Last September, as I was walking through the halls of Top Drawer, an interiors & gifts trade show in London, I stumbled across a wonderful brand called Annaloom.
I hadn't yet found anything spectacular at the fair, but, tucked away among the stands of my favourite section of the show called Craft, was the most delicate, pretty, soft and lovely assortment of cushions and throws, in subtle, subdued tones of yellows, blues and magentas.
Immediately, of course, I started to pick all of them up and looking around to find out who was responsible for this gorgeous display! And so I met Anna-Louise Meynell, who is the designer and founder of Annaloom.
Anna-Louise is a passionate textile designer who has immense knowledge of traditional silk weaving, particularly Eri Silk which is native to North East India. I really enjoyed learning about her brand and her products as well as her passion for silk-weaving.
I hadn't heard of Eri Silk, but I could see it on the wonderful cushions and throws on the Annaloom display. It's got great texture, it's super soft and full of character. I was curious to know a little more.
Anna-Louise explained that Eri Silk is also known as 'peace silk' as the silk worms are not harmed in the extraction of the silk from the cocoon. The moths leave the cocoon, which are then harvested for the silk to be spun. She's particularly fond of this type of silk for this reason, and also because its texture, strength and characteristics make it ideal for making decorative textiles like cushions and throws.
The Eri Silk is hand-spun, hand-dyed and entirely hand-woven. This type of production has been quietly going on in remote villages in North East India for generations, but now there's more awareness of this craft and efforts are being made to keep it alive and to help it and its villagers thrive.
Anna-Louise is involved in helping raise awareness of Eri Silk weaving and she designed the Annaloom collection to help do just that. So let's take a look at some of her Eri Silk products.
The Annaloom Avani Cushions in Eri Silk
— The Annaloom Avani Indigo cushion. The delicate weave cleverly creates blocks of colour of different intensity and pattern. You can really see the fluffy, slubby texture of the silk in the close-up can't you?
— The Annaloom Avani Cushion is also available in this sunny Turmeric colourway, which is bright & sunny and - dare I say it - on trend!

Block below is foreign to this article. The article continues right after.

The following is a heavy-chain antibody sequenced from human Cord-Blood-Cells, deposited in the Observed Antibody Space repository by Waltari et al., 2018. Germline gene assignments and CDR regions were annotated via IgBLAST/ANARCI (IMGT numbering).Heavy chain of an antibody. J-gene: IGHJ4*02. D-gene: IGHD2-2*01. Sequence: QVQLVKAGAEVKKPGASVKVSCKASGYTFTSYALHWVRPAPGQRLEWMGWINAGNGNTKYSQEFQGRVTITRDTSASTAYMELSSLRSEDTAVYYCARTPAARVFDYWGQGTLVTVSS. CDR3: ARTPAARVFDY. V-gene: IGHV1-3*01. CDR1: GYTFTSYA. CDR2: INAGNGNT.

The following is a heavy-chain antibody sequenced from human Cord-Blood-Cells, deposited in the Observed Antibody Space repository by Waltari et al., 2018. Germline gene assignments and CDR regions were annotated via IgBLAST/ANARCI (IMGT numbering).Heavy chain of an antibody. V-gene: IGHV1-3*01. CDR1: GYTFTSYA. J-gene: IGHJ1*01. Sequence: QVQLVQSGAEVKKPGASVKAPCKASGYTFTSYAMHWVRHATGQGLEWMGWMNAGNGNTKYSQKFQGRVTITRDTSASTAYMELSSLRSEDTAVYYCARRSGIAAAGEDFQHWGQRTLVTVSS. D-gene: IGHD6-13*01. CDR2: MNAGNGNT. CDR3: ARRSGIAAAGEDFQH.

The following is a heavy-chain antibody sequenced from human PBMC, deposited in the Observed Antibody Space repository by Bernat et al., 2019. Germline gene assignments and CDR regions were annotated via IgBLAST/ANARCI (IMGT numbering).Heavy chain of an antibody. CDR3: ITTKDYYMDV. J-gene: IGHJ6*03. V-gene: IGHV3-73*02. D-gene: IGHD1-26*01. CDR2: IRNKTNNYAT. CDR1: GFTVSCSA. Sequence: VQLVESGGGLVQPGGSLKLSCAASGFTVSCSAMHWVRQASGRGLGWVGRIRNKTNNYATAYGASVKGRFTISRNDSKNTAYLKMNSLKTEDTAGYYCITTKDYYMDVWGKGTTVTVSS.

Eri Silk From Cocoon to Loom
— The Eri Silk worms at work weaving their cocoons
— The Eri Silk cocoons being collected without harming the worms, here ready to be spun
— The Eri Silk fibre yarn - slubby and textured.
— The Eri Silk is hand-dyed with natural dyes. Here Turmeric is being collected, the root broken down to produce the dye and then the yarn is dyed by hand to produce the wonderful yellow hues you can see on the Avani Turmeric cushion (it's even in the name!)
— Hand dyeing taking place in villages in North East India
— Beautiful colourful hand-dyed Eri Silk hanging to dry - gorgeous hues!
— Before the warp is ready to go on the loom, it is treated with rice paste to strengthen the silk whilst weaving
— More warp yarn being treated with rice paste before going on the loom
— This time, rice paste is applied to the weft before going on the loom
— The loom room is all set up to start weaving the yarn into fabric
— The loom being set up to start weaving
— The Eri Silk being hand-woven on a loom soon to become a beautiful fabric
— The Annaloom Avani Turmeric cushion in all its beauty and with a lovely story to tell...
Bring a Little Annaloom Magic Into Your Home
I hope you've enjoyed discovering the story of Eri Silk as much as I did. I feel it's so nice to know that crafts like these are being appreciated in today's mass consumer market, and that they are flourishing thanks to the efforts of sensitive, passionate and creative people like Anna-Louise.
If you'd like to treat yourself to a gorgeous Eri Silk cushion by Annaloom, then you can see the collection available at Pomegranate here.
'till next time...
Photo Credits: All photos courtesy of Annaloom